RHT Rajan Menon Foundation Chairman Tan Chong Huat shares about an Eldercare Project the Foundation is collaborating with SMU Pro Bono Centre to empower elderly Singaporeans to take charge of their future affairs

RHT Rajan Menon Foundation Chairman Tan Chong Huat shares about an Eldercare Project the Foundation is collaborating with SMU Pro Bono Centre to empower elderly Singaporeans to take charge of their future affairs

RHT Rajan Menon Foundation Chairman Tan Chong Huat shares about an Eldercare Project the Foundation is collaborating with SMU Pro Bono Centre to empower elderly Singaporeans to take charge of their future affairs.

This article was first published in TODAY on 6 October 2017.

SMU law students to help empower the elderly

Source: TODAY © Mediacorp Press Ltd.
Date: 6 October 2017
Author: Koh Swee Fang Valerie

SINGAPORE – Law students from the Singapore Management University (SMU) will gain exposure to the legal needs of an ageing population under a new project of the university’s Pro Bono Centre.

Part of a tie-up with the RHT Rajan Menon Foundation, the Eldercare Project will see the students assisting lawyers in the drafting of wills and Lasting Power of Attorney documents. It will begin in the next two months. A S$300,000 donation by the foundation will fund manpower costs -- such as the hiring of an executive to oversee the project and other new programmes of the SMU Pro Bono Centre.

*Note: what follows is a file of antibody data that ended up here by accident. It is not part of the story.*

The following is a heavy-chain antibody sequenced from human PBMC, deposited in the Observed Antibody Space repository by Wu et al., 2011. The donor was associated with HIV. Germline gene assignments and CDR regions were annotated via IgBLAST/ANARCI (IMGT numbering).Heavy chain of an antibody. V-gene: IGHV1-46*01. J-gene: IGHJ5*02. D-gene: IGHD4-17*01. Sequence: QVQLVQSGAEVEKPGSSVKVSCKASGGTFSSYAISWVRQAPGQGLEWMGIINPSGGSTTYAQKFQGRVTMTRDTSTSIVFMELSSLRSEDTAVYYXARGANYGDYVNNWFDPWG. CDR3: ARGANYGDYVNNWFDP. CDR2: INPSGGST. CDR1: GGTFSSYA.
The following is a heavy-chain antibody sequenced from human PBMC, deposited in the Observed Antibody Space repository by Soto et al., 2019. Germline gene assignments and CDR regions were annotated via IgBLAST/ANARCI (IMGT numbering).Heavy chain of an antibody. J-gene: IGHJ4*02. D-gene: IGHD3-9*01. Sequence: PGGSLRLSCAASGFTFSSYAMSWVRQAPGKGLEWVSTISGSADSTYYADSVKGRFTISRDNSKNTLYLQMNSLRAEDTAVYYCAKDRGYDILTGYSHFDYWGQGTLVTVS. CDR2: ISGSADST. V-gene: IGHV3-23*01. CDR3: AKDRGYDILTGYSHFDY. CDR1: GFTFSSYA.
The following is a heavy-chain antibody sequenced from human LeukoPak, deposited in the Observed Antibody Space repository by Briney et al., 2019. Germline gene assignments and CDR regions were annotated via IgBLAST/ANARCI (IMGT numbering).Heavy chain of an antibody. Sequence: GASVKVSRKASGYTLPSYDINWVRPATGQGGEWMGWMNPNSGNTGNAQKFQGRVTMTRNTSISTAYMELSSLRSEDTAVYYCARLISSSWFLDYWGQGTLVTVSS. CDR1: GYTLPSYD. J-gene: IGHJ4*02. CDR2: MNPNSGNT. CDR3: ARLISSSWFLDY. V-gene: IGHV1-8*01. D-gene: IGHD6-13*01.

A Lasting Power of Attorney is a legal document that allows one to appoint others to make decisions on his behalf should he lose mental capacity.

A five-year partnership between the centre and the foundation announced on Friday (Oct 6) will have lawyers from RHTLaw Taylor Wessing working with the People’s Action Party Community Foundation to reach out to the elderly, to teach them about legal matters related to financial planning and personal affairs.

This would empower some elderly Singaporeans to take charge of their future affairs, said RHT Rajan Menon Foundation chairman Tan Chong Huat.

“It’s very easy to say Singapore has a (rapidly) ageing population, but it’s only when you’re actually dealing with the situation that you realise the ramifications it has on society,” said the centre’s director Rathna Koman. “And when you give a student that kind of learning experience, it really adds to their growth.”

The SMU Pro Bono Centre began in 2013 and all SMU law students are required to do at least 20 hours of pro bono work before they can graduate. The average student clocks 37 hours.

Students serve at the centre’s three-hour legal clinic on Friday nights. They support lawyers who help individuals involved in physical violence and other criminal matters, or who are involved in divorce. Other cases involve contract issues relating to employment, for example.

One to two lawyers are typically on duty each time and see about six cases a night. The centre has handled more than 600 cases so far.

The clinics are held at the Pro Bono Centre, which moved from SMU’s Administration Building to its School of Law at Armenian Street in February.

Former Chief Justice Chan Sek Keong was at the centre’s official launch on Friday and urged students to volunteer their services. He is an advisor to the centre.

SMU law dean Goh Yihan said pro bono work would allow students to graduate with not only a solid grasp of the law, but also “soft skills”. They would learn the practice of law is not about themselves, and is more than the drafting of legal documents in a posh Raffles Place office, he said.

Third-year student Niranjanaa Ram, 21, said volunteering at the centre has helped her to apply textbook knowledge. “As students, all we see are readings or words and it doesn’t come alive until you see people having the same disputes and same worries -- and then you realise how important it is, what you’re studying,” she said.